Promotion of solidarity and cohesion—key roles within our economic strategy—will be delivered by route improvements and safety measures, where required, across the west and north of the country on strategic routes including the A82, A835, A9, A90, A96 and A830. Targeted road congestion-relief measures will also be introduced, including upgrading the A77 to dual carriageway around Ayr, introducing bypasses at communities such as Dalry and Nairn, and junction improvements at key points such as Sheriffhall. Together, those schemes will make a major contribution to the principle of providing "sustainable, integrated and cost effective public transport alternatives to the private car, connecting people, places and work, across Scotland".

Since coming to power last year, we have applied the greatest possible impetus to progressing the Forth replacement crossing. Even with that effort, building on planning that commenced in 2005, construction will start only in 2011, which illustrates the time that is needed to deliver major transport projects from inception to construction.

The STPR has been developed in close consultation between officials, recognising the key links between transport, planning and climate change. That has ensured that a common strategic agenda has been found across the national planning framework and the STPR, and that the recommendations that have been made are mindful of our commitment to reducing emissions. I anticipate that, after consideration by Parliament, the national planning framework will be approved by Scottish ministers and published in spring 2009. To ensure effective delivery, the STPR and NPF teams will take forward an action programme with key delivery bodies in the new year.

We are keenly aware of the challenge that is posed by climate change and of the need to reduce emissions from Scotland. Our ambition to play a leading role internationally is reflected in our Climate Change (Scotland) Bill, which was introduced to Parliament last week. The bill represents the most ambitious climate change legislation anywhere in the world. The targets that it sets will drive new thinking, new solutions and new technologies, and will put Scotland at the forefront of international action to move the world along the path to a sustainable low-carbon economy.

The imperative of reducing emissions has featured large in the consideration that has been given to the options for crossing the Forth, and to the package of interventions that have arisen from the STPR. The carbon emissions that will be associated with construction of the Forth crossing strategy are now significantly less than those for the earlier option.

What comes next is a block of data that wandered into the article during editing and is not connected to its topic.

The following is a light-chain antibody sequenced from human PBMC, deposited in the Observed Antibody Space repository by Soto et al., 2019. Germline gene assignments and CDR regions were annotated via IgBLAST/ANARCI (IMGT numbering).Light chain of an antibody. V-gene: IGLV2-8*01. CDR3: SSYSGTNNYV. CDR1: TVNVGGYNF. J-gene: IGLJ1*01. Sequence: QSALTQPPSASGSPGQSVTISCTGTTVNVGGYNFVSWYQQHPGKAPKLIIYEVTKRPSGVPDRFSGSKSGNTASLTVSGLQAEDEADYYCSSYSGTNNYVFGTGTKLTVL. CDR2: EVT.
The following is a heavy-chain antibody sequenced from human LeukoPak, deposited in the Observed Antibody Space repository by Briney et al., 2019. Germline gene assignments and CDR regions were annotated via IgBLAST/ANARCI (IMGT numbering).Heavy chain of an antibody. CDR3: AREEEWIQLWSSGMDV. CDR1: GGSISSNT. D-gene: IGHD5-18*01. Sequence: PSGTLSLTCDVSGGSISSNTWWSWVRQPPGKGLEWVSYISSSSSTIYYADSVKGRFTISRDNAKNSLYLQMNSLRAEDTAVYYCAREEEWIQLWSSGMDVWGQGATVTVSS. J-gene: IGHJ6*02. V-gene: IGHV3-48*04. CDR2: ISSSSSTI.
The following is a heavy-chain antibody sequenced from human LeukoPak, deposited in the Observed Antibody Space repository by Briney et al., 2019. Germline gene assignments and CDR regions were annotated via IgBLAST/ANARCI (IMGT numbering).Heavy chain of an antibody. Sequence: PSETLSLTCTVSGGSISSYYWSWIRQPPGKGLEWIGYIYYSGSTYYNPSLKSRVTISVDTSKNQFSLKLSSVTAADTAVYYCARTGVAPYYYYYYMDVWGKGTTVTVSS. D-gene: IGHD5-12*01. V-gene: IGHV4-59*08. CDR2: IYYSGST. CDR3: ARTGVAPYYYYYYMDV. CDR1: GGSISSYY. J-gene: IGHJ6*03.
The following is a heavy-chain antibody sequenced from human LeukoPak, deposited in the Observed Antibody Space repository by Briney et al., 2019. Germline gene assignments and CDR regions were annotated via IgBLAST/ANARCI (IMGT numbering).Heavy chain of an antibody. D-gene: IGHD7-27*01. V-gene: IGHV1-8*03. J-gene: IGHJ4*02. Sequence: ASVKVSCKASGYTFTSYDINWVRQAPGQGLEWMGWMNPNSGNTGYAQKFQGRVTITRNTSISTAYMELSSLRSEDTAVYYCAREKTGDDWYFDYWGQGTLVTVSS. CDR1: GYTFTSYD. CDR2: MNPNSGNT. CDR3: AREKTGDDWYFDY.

In the case of the STPR, the majority of the interventions involve improvements to the public transport infrastructure, thereby facilitating the shift from car-based travel to bus and rail. Although those outcomes are welcome—with the potential to reduce emissions by more than 100,000 tonnes—we acknowledge that much more needs to be done. In particular, we shall continue to give early priority to interventions that improve safety.

We are on track with the delivery of the Forth replacement crossing and, in addition to the investment that we are making in transport in the current programme, the STPR provides the robust evidence base to plan for the future of Scotland.

In the current financial climate, we, as a Government that is committed to delivering for the people of Scotland, must ensure that our approach is ambitious, yet accountable and achievable. As we deliver this ambitious programme, we will take the right decisions for the future of all Scotland.


… … …

03 December 2008

S3M-1975 South Edinburgh Suburban Railway

Scottish Parliament

Wednesday 3 December 2008

[THE DEPUTY PRESIDING OFFICER opened the meeting at 14:30]

... ... ...

South Edinburgh Suburban Railway

The Deputy Presiding Officer (Alasdair Morgan): The final item of business today is a members' business debate on motion S3M-1975, in the name of Gavin Brown, on the south Edinburgh suburban railway. The debate will be concluded without any question being put.